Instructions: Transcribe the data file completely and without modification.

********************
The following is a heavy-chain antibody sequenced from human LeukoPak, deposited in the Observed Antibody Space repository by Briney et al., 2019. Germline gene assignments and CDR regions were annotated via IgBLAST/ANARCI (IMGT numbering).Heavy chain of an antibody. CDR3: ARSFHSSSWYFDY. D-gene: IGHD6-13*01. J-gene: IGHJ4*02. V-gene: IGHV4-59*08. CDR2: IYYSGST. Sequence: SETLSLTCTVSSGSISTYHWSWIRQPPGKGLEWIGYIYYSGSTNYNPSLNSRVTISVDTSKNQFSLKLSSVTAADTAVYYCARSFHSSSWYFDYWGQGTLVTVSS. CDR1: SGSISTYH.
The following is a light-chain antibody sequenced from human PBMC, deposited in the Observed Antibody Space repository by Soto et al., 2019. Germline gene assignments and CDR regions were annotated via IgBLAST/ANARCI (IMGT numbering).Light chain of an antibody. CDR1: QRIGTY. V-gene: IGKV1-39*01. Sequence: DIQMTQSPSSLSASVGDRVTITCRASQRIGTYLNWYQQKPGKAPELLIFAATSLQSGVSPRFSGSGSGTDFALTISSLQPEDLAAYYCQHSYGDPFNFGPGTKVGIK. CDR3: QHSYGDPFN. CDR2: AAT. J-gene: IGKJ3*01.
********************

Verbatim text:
The following is a heavy-chain antibody sequenced from human LeukoPak, deposited in the Observed Antibody Space repository by Briney et al., 2019. Germline gene assignments and CDR regions were annotated via IgBLAST/ANARCI (IMGT numbering).Heavy chain of an antibody. CDR3: ARSFHSSSWYFDY. D-gene: IGHD6-13*01. J-gene: IGHJ4*02. V-gene: IGHV4-59*08. CDR2: IYYSGST. Sequence: SETLSLTCTVSSGSISTYHWSWIRQPPGKGLEWIGYIYYSGSTNYNPSLNSRVTISVDTSKNQFSLKLSSVTAADTAVYYCARSFHSSSWYFDYWGQGTLVTVSS. CDR1: SGSISTYH.
The following is a light-chain antibody sequenced from human PBMC, deposited in the Observed Antibody Space repository by Soto et al., 2019. Germline gene assignments and CDR regions were annotated via IgBLAST/ANARCI (IMGT numbering).Light chain of an antibody. CDR1: QRIGTY. V-gene: IGKV1-39*01. Sequence: DIQMTQSPSSLSASVGDRVTITCRASQRIGTYLNWYQQKPGKAPELLIFAATSLQSGVSPRFSGSGSGTDFALTISSLQPEDLAAYYCQHSYGDPFNFGPGTKVGIK. CDR3: QHSYGDPFN. CDR2: AAT. J-gene: IGKJ3*01.